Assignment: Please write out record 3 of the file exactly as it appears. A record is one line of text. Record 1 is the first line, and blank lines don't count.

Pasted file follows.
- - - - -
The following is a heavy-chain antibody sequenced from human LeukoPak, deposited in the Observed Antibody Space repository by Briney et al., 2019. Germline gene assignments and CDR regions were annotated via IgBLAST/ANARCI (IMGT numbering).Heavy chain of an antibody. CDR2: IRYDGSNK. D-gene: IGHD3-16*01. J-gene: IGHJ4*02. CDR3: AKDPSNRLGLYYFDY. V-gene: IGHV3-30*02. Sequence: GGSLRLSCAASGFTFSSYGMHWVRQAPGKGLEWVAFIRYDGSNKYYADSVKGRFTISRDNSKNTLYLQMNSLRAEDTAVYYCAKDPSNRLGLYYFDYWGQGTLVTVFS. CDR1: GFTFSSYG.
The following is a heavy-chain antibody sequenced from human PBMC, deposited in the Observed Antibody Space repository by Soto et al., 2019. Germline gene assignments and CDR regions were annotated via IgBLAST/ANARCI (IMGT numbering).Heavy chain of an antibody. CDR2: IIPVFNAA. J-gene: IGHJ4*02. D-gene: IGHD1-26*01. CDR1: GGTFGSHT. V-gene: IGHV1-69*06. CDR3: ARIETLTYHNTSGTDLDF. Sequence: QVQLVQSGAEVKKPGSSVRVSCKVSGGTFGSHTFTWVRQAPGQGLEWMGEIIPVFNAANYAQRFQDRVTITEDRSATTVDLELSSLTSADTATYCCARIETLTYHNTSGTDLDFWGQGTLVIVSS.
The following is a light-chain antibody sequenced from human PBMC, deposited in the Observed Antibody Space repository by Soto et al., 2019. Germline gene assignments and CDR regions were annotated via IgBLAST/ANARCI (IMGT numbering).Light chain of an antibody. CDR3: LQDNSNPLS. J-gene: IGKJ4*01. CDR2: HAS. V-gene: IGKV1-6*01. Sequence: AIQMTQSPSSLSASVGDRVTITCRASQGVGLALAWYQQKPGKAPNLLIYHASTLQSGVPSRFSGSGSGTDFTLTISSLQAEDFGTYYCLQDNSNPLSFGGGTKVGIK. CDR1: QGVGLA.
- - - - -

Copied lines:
The following is a light-chain antibody sequenced from human PBMC, deposited in the Observed Antibody Space repository by Soto et al., 2019. Germline gene assignments and CDR regions were annotated via IgBLAST/ANARCI (IMGT numbering).Light chain of an antibody. CDR3: LQDNSNPLS. J-gene: IGKJ4*01. CDR2: HAS. V-gene: IGKV1-6*01. Sequence: AIQMTQSPSSLSASVGDRVTITCRASQGVGLALAWYQQKPGKAPNLLIYHASTLQSGVPSRFSGSGSGTDFTLTISSLQAEDFGTYYCLQDNSNPLSFGGGTKVGIK. CDR1: QGVGLA.